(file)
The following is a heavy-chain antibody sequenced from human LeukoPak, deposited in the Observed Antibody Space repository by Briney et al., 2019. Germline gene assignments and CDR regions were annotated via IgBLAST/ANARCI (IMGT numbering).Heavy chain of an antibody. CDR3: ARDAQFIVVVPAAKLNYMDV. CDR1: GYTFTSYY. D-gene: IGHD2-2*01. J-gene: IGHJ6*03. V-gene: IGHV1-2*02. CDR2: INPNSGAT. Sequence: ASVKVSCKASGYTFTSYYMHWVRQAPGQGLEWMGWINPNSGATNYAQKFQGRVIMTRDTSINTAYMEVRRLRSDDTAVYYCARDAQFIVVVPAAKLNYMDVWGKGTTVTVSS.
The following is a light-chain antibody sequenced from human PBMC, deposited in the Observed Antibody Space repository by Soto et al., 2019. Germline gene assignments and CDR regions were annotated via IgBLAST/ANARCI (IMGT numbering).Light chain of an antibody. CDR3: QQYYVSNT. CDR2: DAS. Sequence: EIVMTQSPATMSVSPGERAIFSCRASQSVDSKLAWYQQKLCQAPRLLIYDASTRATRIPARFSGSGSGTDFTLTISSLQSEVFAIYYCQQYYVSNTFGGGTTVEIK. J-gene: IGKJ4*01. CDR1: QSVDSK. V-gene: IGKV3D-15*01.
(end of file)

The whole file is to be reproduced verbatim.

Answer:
The following is a heavy-chain antibody sequenced from human LeukoPak, deposited in the Observed Antibody Space repository by Briney et al., 2019. Germline gene assignments and CDR regions were annotated via IgBLAST/ANARCI (IMGT numbering).Heavy chain of an antibody. CDR3: ARDAQFIVVVPAAKLNYMDV. CDR1: GYTFTSYY. D-gene: IGHD2-2*01. J-gene: IGHJ6*03. V-gene: IGHV1-2*02. CDR2: INPNSGAT. Sequence: ASVKVSCKASGYTFTSYYMHWVRQAPGQGLEWMGWINPNSGATNYAQKFQGRVIMTRDTSINTAYMEVRRLRSDDTAVYYCARDAQFIVVVPAAKLNYMDVWGKGTTVTVSS.
The following is a light-chain antibody sequenced from human PBMC, deposited in the Observed Antibody Space repository by Soto et al., 2019. Germline gene assignments and CDR regions were annotated via IgBLAST/ANARCI (IMGT numbering).Light chain of an antibody. CDR3: QQYYVSNT. CDR2: DAS. Sequence: EIVMTQSPATMSVSPGERAIFSCRASQSVDSKLAWYQQKLCQAPRLLIYDASTRATRIPARFSGSGSGTDFTLTISSLQSEVFAIYYCQQYYVSNTFGGGTTVEIK. J-gene: IGKJ4*01. CDR1: QSVDSK. V-gene: IGKV3D-15*01.